Randleman has a new attraction for racing fans as town officials unveiled a statue of hometown hero Richard Petty and his late wife, Lynda, on Saturday. The life-sized statue depicts the NASCAR icon hoisting a racing trophy overhead with his right hand as he embraces his wife with his left.
The statue was placed in the new Richard Petty Tribute Park at 102 Hilliary St., located in this town of about 4,600 residents about 20 miles south of Greensboro. NASCAR paid for some of the park in honor of Petty.
Petty was on hand for the ceremony, wearing his signature dark sunglasses and black cowboy hat. The Pettys are more than just racing royalty in Randolph County. Richard Petty once served on the Board of Commission and Lynda, who died in 2014 at age 72, spent 16 years on the school board.
It would be near-impossible to overestimate what Petty has meant to NASCAR and how his popularity, particularly in the 1960s and 1970s, helped grow stock car racing from a regional sport into a major American sport.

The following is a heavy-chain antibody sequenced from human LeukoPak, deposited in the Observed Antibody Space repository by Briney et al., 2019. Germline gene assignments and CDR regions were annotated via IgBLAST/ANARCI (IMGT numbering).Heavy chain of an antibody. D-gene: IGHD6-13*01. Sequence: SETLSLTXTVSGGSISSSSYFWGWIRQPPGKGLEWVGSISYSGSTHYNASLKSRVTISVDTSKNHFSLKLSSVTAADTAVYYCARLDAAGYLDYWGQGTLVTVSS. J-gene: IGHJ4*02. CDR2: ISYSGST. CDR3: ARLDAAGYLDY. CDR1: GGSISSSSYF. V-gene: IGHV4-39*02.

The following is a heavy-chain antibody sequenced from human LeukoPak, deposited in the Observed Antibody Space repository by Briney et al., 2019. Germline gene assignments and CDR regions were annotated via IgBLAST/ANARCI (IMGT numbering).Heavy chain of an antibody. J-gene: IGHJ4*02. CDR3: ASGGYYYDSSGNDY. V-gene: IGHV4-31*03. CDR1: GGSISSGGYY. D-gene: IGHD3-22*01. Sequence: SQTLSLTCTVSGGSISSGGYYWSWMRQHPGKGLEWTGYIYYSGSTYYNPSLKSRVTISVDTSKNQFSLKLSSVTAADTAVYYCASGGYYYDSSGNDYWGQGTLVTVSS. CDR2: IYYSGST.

While Petty retired in 1992, the Petty Museum and garage still attracts worldwide visitors to Randleman from fans who want to see his race cars emblazoned with the No. 43 he made famous along with other racing memorabilia.
Petty’s dominance also can’t be overstated, hence the well earned nickname The King. He would cross the finish line first an even 200 times, more than the combined total of the second and third place drivers on that list, David Pearson and Jeff Gordan, who had 105 and 93 wins, respectively.
The four children of Richard and Lynda Petty thanked the crowd for attending the ceremony, which also saw Mayor Gary Betts proclaim April 3 as an annual Richard Petty Day.
“It means the most to see my mama in this way and see her honored in her hometown,” says son Kyle Petty, who retired from racing stock cars in 2008.
Carolina Bronze Sculpture of the Randolph County town of Seagrove made the piece of public art.
In his remarks, Carolina Bronze owner Ed Walker talked about working with Lynda Petty’s hair stylist for two hours to get her hair just right. In the research for the design, Walker said he was struck by how much these two individuals adored each other and their community. “They were two beacons of light,” says Walker.